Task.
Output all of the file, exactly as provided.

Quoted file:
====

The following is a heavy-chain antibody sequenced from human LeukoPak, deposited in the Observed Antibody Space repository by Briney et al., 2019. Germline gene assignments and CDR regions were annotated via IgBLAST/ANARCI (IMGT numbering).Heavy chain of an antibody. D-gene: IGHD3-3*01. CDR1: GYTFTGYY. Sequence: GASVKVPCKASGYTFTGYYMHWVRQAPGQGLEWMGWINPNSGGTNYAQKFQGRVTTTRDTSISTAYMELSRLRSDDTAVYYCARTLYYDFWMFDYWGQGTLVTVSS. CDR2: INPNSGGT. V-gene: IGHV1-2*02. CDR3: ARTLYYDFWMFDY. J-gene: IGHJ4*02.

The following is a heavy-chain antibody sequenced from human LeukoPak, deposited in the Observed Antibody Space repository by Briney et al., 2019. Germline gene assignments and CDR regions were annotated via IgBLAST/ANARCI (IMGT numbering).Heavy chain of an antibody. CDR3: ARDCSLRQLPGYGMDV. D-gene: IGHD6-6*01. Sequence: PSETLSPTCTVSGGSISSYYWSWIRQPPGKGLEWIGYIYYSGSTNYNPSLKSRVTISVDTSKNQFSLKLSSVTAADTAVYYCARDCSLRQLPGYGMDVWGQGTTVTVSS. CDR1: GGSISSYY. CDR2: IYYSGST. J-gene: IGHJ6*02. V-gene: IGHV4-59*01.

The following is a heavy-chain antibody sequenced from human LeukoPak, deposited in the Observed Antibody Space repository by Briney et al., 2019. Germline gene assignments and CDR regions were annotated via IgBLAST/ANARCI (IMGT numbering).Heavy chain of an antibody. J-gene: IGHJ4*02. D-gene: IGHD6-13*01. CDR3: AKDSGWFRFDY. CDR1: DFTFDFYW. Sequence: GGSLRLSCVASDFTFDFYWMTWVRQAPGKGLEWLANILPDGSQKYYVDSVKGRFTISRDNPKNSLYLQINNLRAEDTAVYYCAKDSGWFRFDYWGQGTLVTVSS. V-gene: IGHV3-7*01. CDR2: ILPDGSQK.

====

The following is a heavy-chain antibody sequenced from human LeukoPak, deposited in the Observed Antibody Space repository by Briney et al., 2019. Germline gene assignments and CDR regions were annotated via IgBLAST/ANARCI (IMGT numbering).Heavy chain of an antibody. D-gene: IGHD3-3*01. CDR1: GYTFTGYY. Sequence: GASVKVPCKASGYTFTGYYMHWVRQAPGQGLEWMGWINPNSGGTNYAQKFQGRVTTTRDTSISTAYMELSRLRSDDTAVYYCARTLYYDFWMFDYWGQGTLVTVSS. CDR2: INPNSGGT. V-gene: IGHV1-2*02. CDR3: ARTLYYDFWMFDY. J-gene: IGHJ4*02.

The following is a heavy-chain antibody sequenced from human LeukoPak, deposited in the Observed Antibody Space repository by Briney et al., 2019. Germline gene assignments and CDR regions were annotated via IgBLAST/ANARCI (IMGT numbering).Heavy chain of an antibody. CDR3: ARDCSLRQLPGYGMDV. D-gene: IGHD6-6*01. Sequence: PSETLSPTCTVSGGSISSYYWSWIRQPPGKGLEWIGYIYYSGSTNYNPSLKSRVTISVDTSKNQFSLKLSSVTAADTAVYYCARDCSLRQLPGYGMDVWGQGTTVTVSS. CDR1: GGSISSYY. CDR2: IYYSGST. J-gene: IGHJ6*02. V-gene: IGHV4-59*01.

The following is a heavy-chain antibody sequenced from human LeukoPak, deposited in the Observed Antibody Space repository by Briney et al., 2019. Germline gene assignments and CDR regions were annotated via IgBLAST/ANARCI (IMGT numbering).Heavy chain of an antibody. J-gene: IGHJ4*02. D-gene: IGHD6-13*01. CDR3: AKDSGWFRFDY. CDR1: DFTFDFYW. Sequence: GGSLRLSCVASDFTFDFYWMTWVRQAPGKGLEWLANILPDGSQKYYVDSVKGRFTISRDNPKNSLYLQINNLRAEDTAVYYCAKDSGWFRFDYWGQGTLVTVSS. V-gene: IGHV3-7*01. CDR2: ILPDGSQK.